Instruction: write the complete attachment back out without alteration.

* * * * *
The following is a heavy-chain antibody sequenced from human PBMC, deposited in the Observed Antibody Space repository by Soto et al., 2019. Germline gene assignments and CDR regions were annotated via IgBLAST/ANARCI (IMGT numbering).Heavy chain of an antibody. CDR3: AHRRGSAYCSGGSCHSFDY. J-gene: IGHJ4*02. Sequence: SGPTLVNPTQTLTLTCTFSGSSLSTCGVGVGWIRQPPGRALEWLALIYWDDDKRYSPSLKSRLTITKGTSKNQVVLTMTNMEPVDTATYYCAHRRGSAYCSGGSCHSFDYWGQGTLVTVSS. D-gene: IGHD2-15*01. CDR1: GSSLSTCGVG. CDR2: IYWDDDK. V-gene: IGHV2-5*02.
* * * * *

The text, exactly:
The following is a heavy-chain antibody sequenced from human PBMC, deposited in the Observed Antibody Space repository by Soto et al., 2019. Germline gene assignments and CDR regions were annotated via IgBLAST/ANARCI (IMGT numbering).Heavy chain of an antibody. CDR3: AHRRGSAYCSGGSCHSFDY. J-gene: IGHJ4*02. Sequence: SGPTLVNPTQTLTLTCTFSGSSLSTCGVGVGWIRQPPGRALEWLALIYWDDDKRYSPSLKSRLTITKGTSKNQVVLTMTNMEPVDTATYYCAHRRGSAYCSGGSCHSFDYWGQGTLVTVSS. D-gene: IGHD2-15*01. CDR1: GSSLSTCGVG. CDR2: IYWDDDK. V-gene: IGHV2-5*02.